Surely you have done many times this question. The skirt worn by the Scots is called kilt and tartan fabric. The checkered estate is much more than a fabric or a garment; it is part of the identity and history of Scotland and is a symbol of Scottish pride.
Scottish Skirt History
According to archaeologists, the Celts have been weaving for three thousand years. Its colors were obtained from plants, roots and trees of the places where it was woven. Although the most known origin of the Kilt dates back to the 15th century and is associated with the inhabitants of the Highlands, the Scottish Highlands.
In those times, the garment was called “feileadh mor” and consisted of a tartan fabric about 5 meters long that was placed around the waist and the working part was worn over the shoulder in one way or another depending on the weather or the work they were to be done, and was fastened with a clasp.
These skirts are said to have been used to keep the bottoms of the pants from getting wet, due to the large rains that fall in Scotland throughout the year. Over the years this garment was simplified, the upper part disappeared, leaving only the kit, the kilt, as we know it today.
The Highlanders and the kilt
Following the defeat of the Jacobites in the 18th century and the incorporation of Scotland into the United Kingdom, the typical Scottish costume was prohibited but never disappeared thanks to the Highlanders, the Royal Scottish Regiment in the service of the British Army. These upheld clan traditions including music and clothing, wearing the kilt even on the battlefield.
Highlanders were brave warriors, strong and resilient and became the insignia of the British Empire. Highlander regiments were formed outside of Europe, in Australia, New Zealand and Canada and were key in preserving Scottish folklore. The kilt was even used by the Highlanders even on the battlefield. In the First World War, a khaki family Scottish skirt was specifically designed for the Scottish regiment. Today the Kilt is only used by the military as a uniform in official acts.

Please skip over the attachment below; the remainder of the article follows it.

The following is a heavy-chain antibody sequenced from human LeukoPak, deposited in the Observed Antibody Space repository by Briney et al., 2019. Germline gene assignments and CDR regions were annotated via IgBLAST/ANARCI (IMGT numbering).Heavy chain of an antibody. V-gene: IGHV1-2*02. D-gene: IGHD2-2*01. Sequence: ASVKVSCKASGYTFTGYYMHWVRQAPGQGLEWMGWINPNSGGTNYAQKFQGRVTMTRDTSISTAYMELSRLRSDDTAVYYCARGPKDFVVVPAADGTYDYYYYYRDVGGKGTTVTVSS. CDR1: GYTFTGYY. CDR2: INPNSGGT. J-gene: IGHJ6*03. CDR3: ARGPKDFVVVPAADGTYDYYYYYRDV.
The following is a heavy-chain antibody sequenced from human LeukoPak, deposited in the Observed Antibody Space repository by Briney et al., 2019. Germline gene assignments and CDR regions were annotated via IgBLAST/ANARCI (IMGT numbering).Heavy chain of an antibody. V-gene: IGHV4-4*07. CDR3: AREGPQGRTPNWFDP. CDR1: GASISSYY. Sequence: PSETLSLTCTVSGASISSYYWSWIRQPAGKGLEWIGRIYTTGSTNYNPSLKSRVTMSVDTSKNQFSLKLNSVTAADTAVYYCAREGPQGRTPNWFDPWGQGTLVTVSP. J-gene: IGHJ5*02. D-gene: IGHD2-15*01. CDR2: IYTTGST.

Types of tartans
Irish tartan kilt design identifies a clan in Scotland. The word clan comes from the Gaelic clan, which means descendant or son, and refers to tribes and families. All Scottish tartans are registered and regulated by the Scottish Tartan Authority, the Scottish tartan authority. There is also a regulation regarding use, it is not allowed to carry a kilt of a tartan whose clan does not belong to or has not been authorized by any member to wear it.
Scottish real tarts
There are also the real tarts, which can only be used by members of the royal family and by the Stuart house. One of the examples of these royal banners is Balmoral’s which cannot be used by anyone who is not authorized by the British royal family.
The Royal Stewart is the official tartan of the Royal House of Scotland and King George V authorized the use of Royal Stewart for the bagpipes of the Scottish Guard Regiment.
Scottish Company tartans
There are even corporate corporations adopted, the oldest of which is the Highland spring Scottish mineral water company. Even the Scottish Parliament has its own tartan!
There were also mourning tartans, they were black and white. This Scottish skirt was used only in funerals.
And hunting tartans, which were used only for this sport practice and the colors brown and dark purple predominated to blend with the environment. Currently, only men in Scottish suits are seen in celebrated ceremonies, at Highland games and at parades at the Royal Edinburgh Military Tattoo.
Although the kilt is also used by celebrities such as actors Gerard Butler and Sean Connery, among other proud Scots, to attend awards collections, and still being used by fashion designers, reinforcing the influence of Scottish culture on the world. The tartan is a symbol of the country, as are William Wallace (cuyotartan is not the one that appears in the Mel Gibson film); the thistle, the national flower; the Stone of Destiny and the cross of Saint Andrew.